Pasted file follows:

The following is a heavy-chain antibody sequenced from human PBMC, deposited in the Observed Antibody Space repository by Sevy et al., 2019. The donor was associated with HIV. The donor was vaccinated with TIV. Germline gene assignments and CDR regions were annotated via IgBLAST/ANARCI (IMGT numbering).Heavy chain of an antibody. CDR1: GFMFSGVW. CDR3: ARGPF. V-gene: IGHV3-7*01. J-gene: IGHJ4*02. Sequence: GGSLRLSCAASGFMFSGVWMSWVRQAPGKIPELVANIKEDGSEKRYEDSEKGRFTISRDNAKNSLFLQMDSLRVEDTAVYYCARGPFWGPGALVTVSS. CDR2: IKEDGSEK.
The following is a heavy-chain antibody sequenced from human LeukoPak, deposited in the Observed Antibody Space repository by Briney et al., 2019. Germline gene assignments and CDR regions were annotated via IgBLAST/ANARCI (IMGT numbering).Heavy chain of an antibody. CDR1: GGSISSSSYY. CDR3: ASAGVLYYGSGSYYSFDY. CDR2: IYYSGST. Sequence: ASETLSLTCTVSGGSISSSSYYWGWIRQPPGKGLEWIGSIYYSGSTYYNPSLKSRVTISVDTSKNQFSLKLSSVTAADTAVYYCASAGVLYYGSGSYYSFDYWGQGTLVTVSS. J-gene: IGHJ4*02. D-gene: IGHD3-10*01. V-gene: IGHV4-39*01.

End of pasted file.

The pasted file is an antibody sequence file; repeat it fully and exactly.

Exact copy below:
The following is a heavy-chain antibody sequenced from human PBMC, deposited in the Observed Antibody Space repository by Sevy et al., 2019. The donor was associated with HIV. The donor was vaccinated with TIV. Germline gene assignments and CDR regions were annotated via IgBLAST/ANARCI (IMGT numbering).Heavy chain of an antibody. CDR1: GFMFSGVW. CDR3: ARGPF. V-gene: IGHV3-7*01. J-gene: IGHJ4*02. Sequence: GGSLRLSCAASGFMFSGVWMSWVRQAPGKIPELVANIKEDGSEKRYEDSEKGRFTISRDNAKNSLFLQMDSLRVEDTAVYYCARGPFWGPGALVTVSS. CDR2: IKEDGSEK.
The following is a heavy-chain antibody sequenced from human LeukoPak, deposited in the Observed Antibody Space repository by Briney et al., 2019. Germline gene assignments and CDR regions were annotated via IgBLAST/ANARCI (IMGT numbering).Heavy chain of an antibody. CDR1: GGSISSSSYY. CDR3: ASAGVLYYGSGSYYSFDY. CDR2: IYYSGST. Sequence: ASETLSLTCTVSGGSISSSSYYWGWIRQPPGKGLEWIGSIYYSGSTYYNPSLKSRVTISVDTSKNQFSLKLSSVTAADTAVYYCASAGVLYYGSGSYYSFDYWGQGTLVTVSS. J-gene: IGHJ4*02. D-gene: IGHD3-10*01. V-gene: IGHV4-39*01.